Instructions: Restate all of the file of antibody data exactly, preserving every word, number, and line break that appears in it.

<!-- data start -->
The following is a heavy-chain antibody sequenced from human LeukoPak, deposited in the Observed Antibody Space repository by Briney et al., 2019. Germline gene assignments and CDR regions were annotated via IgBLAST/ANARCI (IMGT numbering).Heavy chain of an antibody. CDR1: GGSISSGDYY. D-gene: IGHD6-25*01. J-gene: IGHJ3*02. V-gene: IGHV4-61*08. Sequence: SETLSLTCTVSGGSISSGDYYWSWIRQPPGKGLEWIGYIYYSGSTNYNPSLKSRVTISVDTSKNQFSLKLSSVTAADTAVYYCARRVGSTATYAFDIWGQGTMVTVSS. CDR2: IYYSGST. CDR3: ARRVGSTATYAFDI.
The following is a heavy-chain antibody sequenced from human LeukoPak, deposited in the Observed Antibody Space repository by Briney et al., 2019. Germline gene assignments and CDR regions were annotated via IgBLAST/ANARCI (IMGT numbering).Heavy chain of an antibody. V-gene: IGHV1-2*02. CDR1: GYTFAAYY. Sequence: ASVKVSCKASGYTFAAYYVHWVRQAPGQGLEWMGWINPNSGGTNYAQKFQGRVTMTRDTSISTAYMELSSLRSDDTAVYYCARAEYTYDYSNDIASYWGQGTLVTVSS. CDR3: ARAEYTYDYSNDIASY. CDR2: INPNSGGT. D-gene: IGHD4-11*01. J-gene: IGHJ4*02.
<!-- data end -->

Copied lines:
The following is a heavy-chain antibody sequenced from human LeukoPak, deposited in the Observed Antibody Space repository by Briney et al., 2019. Germline gene assignments and CDR regions were annotated via IgBLAST/ANARCI (IMGT numbering).Heavy chain of an antibody. CDR1: GGSISSGDYY. D-gene: IGHD6-25*01. J-gene: IGHJ3*02. V-gene: IGHV4-61*08. Sequence: SETLSLTCTVSGGSISSGDYYWSWIRQPPGKGLEWIGYIYYSGSTNYNPSLKSRVTISVDTSKNQFSLKLSSVTAADTAVYYCARRVGSTATYAFDIWGQGTMVTVSS. CDR2: IYYSGST. CDR3: ARRVGSTATYAFDI.
The following is a heavy-chain antibody sequenced from human LeukoPak, deposited in the Observed Antibody Space repository by Briney et al., 2019. Germline gene assignments and CDR regions were annotated via IgBLAST/ANARCI (IMGT numbering).Heavy chain of an antibody. V-gene: IGHV1-2*02. CDR1: GYTFAAYY. Sequence: ASVKVSCKASGYTFAAYYVHWVRQAPGQGLEWMGWINPNSGGTNYAQKFQGRVTMTRDTSISTAYMELSSLRSDDTAVYYCARAEYTYDYSNDIASYWGQGTLVTVSS. CDR3: ARAEYTYDYSNDIASY. CDR2: INPNSGGT. D-gene: IGHD4-11*01. J-gene: IGHJ4*02.